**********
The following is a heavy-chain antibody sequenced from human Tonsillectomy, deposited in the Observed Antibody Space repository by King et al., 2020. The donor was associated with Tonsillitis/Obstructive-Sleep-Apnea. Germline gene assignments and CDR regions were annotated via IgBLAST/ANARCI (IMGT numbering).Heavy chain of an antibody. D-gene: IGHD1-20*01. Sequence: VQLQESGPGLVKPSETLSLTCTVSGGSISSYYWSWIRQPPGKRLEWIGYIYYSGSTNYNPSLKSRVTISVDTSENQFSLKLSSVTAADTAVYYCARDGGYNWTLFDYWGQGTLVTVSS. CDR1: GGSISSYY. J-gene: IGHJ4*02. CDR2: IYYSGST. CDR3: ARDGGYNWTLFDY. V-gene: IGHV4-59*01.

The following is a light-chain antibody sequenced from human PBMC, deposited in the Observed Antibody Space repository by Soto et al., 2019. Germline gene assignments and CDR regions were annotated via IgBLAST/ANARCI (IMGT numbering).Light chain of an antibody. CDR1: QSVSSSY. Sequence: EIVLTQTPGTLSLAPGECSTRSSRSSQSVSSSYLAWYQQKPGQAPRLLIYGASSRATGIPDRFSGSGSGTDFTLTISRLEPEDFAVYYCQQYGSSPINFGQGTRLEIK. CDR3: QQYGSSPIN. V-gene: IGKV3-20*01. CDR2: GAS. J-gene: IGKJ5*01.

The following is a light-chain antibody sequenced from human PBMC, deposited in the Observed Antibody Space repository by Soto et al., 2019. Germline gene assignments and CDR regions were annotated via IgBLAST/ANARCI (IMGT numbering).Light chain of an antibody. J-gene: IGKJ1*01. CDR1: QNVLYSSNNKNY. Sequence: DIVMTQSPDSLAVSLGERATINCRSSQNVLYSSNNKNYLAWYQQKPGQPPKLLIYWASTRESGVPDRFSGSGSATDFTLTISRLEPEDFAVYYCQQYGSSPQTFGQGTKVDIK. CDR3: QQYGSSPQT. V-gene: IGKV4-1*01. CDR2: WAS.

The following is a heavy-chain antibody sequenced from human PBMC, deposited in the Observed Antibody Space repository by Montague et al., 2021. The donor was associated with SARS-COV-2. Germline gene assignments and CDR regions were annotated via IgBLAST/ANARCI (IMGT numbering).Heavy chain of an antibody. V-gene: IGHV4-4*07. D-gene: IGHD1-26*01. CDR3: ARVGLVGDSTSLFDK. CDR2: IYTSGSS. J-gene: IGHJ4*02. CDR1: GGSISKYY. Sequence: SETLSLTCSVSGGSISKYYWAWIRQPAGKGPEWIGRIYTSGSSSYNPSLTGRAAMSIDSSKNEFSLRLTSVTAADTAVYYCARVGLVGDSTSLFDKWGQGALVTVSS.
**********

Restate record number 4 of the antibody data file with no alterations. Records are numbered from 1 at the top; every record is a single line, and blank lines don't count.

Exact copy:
The following is a heavy-chain antibody sequenced from human PBMC, deposited in the Observed Antibody Space repository by Montague et al., 2021. The donor was associated with SARS-COV-2. Germline gene assignments and CDR regions were annotated via IgBLAST/ANARCI (IMGT numbering).Heavy chain of an antibody. V-gene: IGHV4-4*07. D-gene: IGHD1-26*01. CDR3: ARVGLVGDSTSLFDK. CDR2: IYTSGSS. J-gene: IGHJ4*02. CDR1: GGSISKYY. Sequence: SETLSLTCSVSGGSISKYYWAWIRQPAGKGPEWIGRIYTSGSSSYNPSLTGRAAMSIDSSKNEFSLRLTSVTAADTAVYYCARVGLVGDSTSLFDKWGQGALVTVSS.